Analysis from BBC correspondents around the world. This week: Rachel Harvey in Japan; Christine Finn in Egypt; Hugh Sykes in Juba, South Sudan; David Willey in Italy; and Richard Hollingham in Russia.
Insight, wit and analysis from BBC correspondents around the world.
Rachel Harvey in Japan
In Japan, colossal forces of nature have combined to destroy and drown entire communities. Survivors have also had to confront the possibility of a nuclear catastrophe. But within all the accounts of disaster on a grand scale, Rachel Harvey has seen another story emerging: one of remarkable resilience on the part of the Japanese people.
Christine Finn in Egypt
Egypt's nation's ancient past was glorious, and its archaeological heritage is like nothing else on earth - an extraordinary cultural treasure. But looters are now taking advantage of the current upheaval and insecurity. The UN is getting alarming reports of museums and archaeological sites being plundered. And far up the Nile valley, Christine Finn has seen finding the evidence.
Hugh Sykes in Juba
Southern Sudan is now just a few months away from independence. Its people have voted overwhelmingly to secede from the rest of the country. On July 9, the south will become a nation in its own right. So Africa is about to get a new state. And Hugh Sykes has been getting a feel for life in what will be the continent's newest capital: the city of Juba.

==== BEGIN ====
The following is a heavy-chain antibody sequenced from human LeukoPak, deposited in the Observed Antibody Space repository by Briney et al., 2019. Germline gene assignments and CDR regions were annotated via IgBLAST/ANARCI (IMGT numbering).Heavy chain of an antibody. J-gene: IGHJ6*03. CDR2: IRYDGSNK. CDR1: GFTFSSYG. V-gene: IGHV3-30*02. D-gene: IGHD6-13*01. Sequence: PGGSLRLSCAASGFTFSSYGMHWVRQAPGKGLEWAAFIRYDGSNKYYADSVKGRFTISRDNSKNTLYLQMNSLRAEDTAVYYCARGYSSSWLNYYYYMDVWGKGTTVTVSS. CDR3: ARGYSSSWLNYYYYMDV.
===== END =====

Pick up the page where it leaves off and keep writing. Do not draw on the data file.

David Willey in Italy
Set against the grand sweep of history, the modern country of Italy is quite a recent idea. It's marking the anniversary of its unification this week - and it's only 150 years old. It was as late as 1861 that the nation was formally pulled together. Official celebrations are underway. But as David Willey in Rome explains, there are some who would rather dismantle the state, than celebrate its foundation.
Richard Hollingham in Russia
Go back to the late 1960s and all the world was fascinated by Space.
Neil Armstrong had just taken his famous, first "small step" on the Moon. And there was huge excitement at the start of what felt like humankind's greatest-ever adventure.
But decades on, much of that enthusiasm has ebbed. These days astronauts come and go from the international space station in a rather routine way; more like weary commuters than magnificent voyagers to the stars.
In Star City near Moscow, Richard Hollingham has been poking around in the past, and remembering some of those heady, pioneering days at the start of the Soviet space programme.